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The intravenous drug, known as ibalizumab, is given every two weeks. It's now in the final stage of research required before drug makers can seek U.S. government approval.
"These are sick, vulnerable, desperate patients," said study author Dr. Jacob Lalezari, an assistant clinical professor of medicine at the University of California, San Francisco.
"They're in a bind, and this is potentially a lifesaving therapy," said Lalezari, who is also medical director for Quest Clinical Research.
The drug targets patients with multi-drug-resistant HIV, meaning they don't respond to many of the medications used to treat the AIDS-causing virus. It's estimated that 10,000 HIV patients in the United States are immune to several drugs, the researchers said.
They may be infected with a drug-resistant virus or fail to regularly take HIV medications, allowing the virus to strengthen, he said. These patients are often at the brink of death, he added.
The study authors tested the new drug in 40 patients with multi-drug-resistant HIV.
The patients had been infected with HIV for an average of 21 years. After seven days, 83 percent of patients showed a significant response. In 60 percent of patients, the level of virus in their blood fell by 90 percent, Lalezari said.
That's "a pretty big deal," he said, and would allow patients to take additional HIV drugs to help fight the virus even more.
"It gives physicians a chance to cobble together a new cocktail," Lalezari said.
However, the drug didn't appear to help 17 percent of the patients, and it's not clear why. Their prognosis would remain grim, he said.
Two patients in the study died, Lalezari added.
Lalezari noted a "double return" from this drug: It will potentially prevent treated patients from transmitting the virus to other people, he said.
The drug's cost is still unknown, he said. It's what is known as a biologic, genetically engineered to protect immune cells from HIV. Biologic medications can be extremely expensive, costing thousands of dollars a month in some cases.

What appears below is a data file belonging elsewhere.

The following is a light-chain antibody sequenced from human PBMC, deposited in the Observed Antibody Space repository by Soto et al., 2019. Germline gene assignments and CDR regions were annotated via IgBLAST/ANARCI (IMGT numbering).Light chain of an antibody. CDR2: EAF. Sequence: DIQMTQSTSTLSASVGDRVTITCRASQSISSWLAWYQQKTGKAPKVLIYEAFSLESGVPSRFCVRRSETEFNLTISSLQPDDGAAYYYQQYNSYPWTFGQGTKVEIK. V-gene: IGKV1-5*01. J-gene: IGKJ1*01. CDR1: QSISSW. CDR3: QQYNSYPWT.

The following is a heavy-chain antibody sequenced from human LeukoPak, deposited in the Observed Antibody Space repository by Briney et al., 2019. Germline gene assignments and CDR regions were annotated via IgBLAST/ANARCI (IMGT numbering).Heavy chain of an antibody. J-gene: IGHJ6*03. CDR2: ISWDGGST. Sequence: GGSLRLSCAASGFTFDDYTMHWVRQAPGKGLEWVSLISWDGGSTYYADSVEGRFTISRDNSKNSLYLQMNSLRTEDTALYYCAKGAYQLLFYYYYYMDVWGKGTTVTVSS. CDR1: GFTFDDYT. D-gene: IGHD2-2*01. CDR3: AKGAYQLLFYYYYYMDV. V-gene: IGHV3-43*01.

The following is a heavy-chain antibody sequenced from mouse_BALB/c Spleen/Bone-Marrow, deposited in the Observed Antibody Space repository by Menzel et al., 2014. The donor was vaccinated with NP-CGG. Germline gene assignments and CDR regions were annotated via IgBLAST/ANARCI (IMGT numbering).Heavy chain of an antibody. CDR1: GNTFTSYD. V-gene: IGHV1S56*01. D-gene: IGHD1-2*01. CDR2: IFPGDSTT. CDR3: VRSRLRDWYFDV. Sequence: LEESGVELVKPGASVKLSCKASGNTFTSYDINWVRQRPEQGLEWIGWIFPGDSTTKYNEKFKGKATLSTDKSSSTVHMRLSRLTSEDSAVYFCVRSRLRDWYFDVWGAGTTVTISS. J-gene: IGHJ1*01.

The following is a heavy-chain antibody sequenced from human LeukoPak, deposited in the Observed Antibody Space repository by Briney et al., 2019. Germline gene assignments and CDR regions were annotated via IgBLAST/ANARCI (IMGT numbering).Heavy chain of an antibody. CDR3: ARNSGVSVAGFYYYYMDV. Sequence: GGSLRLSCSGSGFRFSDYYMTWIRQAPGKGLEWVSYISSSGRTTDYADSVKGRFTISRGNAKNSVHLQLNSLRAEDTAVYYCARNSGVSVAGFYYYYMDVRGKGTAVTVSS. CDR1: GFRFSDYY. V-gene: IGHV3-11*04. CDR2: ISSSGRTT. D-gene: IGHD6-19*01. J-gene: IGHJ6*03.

More data from this final phase of research still needs to be released. It will touch on issues like side effects. However, "I don't see any safety issues," Lalezari said.
The study was funded by TaiMed Biologics, the drug's maker. The research team included employees of the company.
Lalezari predicted the drug will be most useful in Western countries because that's where patients have had a chance to try -- and become resistant to -- different HIV medications.
Ibalizumab is the only drug in the pipeline to treat this specific group of patients, Lalezari said. Its every-other-week administration could simplify treatment for some patients, he said. And researchers eventually hope it can be injected like insulin, he added.
Dr. Myron Cohen is chief of infectious diseases at the University of North Carolina School of Medicine at Chapel Hill. He said this type of drug -- known as a monoclonal antibody -- is also attracting "great attention" as a possible tool to prevent and treat HIV at the outset, not just after drug resistance develops.
What about the risk that more people will develop immunity to existing HIV drugs?
"This is not like a looming pandemic, like multi-drug-resistant tuberculosis," Lalezari said. In HIV patients, "it's a much smaller problem than five, 10 or 15 years ago, or even last year."
Cohen agreed. He said earlier treatment, strong drugs, simple regimens, and "great and continued education of providers and patients" have helped stem the tide.
The research was to be presented in New Orleans Saturday at IDWeek, the annual meeting of the Infectious Diseases Society of America and three other organizations. Studies released at conferences are usually considered preliminary until they're published in peer-reviewed medical journals.
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